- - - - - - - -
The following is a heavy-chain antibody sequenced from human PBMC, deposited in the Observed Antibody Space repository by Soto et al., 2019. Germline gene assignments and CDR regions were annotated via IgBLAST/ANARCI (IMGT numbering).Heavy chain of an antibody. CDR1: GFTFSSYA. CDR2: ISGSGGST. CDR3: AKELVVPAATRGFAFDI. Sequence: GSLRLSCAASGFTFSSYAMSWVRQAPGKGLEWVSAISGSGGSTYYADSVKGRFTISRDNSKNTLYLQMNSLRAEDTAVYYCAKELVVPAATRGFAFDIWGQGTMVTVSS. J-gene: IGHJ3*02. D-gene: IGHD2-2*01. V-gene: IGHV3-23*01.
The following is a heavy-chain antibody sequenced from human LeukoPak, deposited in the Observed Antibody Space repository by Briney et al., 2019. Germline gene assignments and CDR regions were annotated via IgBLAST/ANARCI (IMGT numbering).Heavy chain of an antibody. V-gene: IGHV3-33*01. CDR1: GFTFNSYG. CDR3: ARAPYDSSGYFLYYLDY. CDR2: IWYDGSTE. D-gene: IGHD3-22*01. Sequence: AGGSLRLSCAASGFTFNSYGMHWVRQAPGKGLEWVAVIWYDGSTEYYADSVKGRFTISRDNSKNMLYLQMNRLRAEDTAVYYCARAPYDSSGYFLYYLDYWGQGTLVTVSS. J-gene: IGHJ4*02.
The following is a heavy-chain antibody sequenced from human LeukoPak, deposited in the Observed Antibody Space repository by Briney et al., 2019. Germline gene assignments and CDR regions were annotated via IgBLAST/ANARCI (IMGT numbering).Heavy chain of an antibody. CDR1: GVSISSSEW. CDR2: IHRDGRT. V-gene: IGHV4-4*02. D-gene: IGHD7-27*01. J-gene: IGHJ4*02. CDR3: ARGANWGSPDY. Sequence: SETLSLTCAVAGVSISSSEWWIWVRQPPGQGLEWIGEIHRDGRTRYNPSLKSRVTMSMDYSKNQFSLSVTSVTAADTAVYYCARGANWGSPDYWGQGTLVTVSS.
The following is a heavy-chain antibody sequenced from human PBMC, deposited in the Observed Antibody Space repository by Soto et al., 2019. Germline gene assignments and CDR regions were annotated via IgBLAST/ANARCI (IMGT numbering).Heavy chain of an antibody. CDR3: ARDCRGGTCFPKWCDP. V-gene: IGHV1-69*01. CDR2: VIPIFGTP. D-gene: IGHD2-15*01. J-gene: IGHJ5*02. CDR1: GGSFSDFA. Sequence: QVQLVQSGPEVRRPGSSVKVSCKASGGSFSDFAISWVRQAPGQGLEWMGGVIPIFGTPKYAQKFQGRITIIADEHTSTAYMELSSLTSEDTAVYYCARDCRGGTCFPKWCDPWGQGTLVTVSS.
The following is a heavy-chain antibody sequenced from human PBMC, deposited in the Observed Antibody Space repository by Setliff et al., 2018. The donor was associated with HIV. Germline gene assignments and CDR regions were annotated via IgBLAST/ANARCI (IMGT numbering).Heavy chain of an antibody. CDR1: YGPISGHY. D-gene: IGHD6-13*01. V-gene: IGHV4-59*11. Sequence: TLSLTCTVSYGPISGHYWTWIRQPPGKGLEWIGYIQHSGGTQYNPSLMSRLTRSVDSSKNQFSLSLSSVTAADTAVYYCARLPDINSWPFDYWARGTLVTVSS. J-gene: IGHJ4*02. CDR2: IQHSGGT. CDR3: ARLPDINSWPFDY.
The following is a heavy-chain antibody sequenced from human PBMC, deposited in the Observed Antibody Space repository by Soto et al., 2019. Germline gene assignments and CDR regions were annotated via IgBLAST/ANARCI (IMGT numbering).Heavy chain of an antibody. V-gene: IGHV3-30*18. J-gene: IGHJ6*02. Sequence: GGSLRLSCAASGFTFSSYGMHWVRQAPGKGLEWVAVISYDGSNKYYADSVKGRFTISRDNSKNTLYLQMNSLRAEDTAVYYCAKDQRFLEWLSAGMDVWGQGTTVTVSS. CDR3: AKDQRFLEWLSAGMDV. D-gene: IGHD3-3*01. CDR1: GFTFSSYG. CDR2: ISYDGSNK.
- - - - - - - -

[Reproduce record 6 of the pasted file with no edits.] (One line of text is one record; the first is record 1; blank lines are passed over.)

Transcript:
The following is a heavy-chain antibody sequenced from human PBMC, deposited in the Observed Antibody Space repository by Soto et al., 2019. Germline gene assignments and CDR regions were annotated via IgBLAST/ANARCI (IMGT numbering).Heavy chain of an antibody. V-gene: IGHV3-30*18. J-gene: IGHJ6*02. Sequence: GGSLRLSCAASGFTFSSYGMHWVRQAPGKGLEWVAVISYDGSNKYYADSVKGRFTISRDNSKNTLYLQMNSLRAEDTAVYYCAKDQRFLEWLSAGMDVWGQGTTVTVSS. CDR3: AKDQRFLEWLSAGMDV. D-gene: IGHD3-3*01. CDR1: GFTFSSYG. CDR2: ISYDGSNK.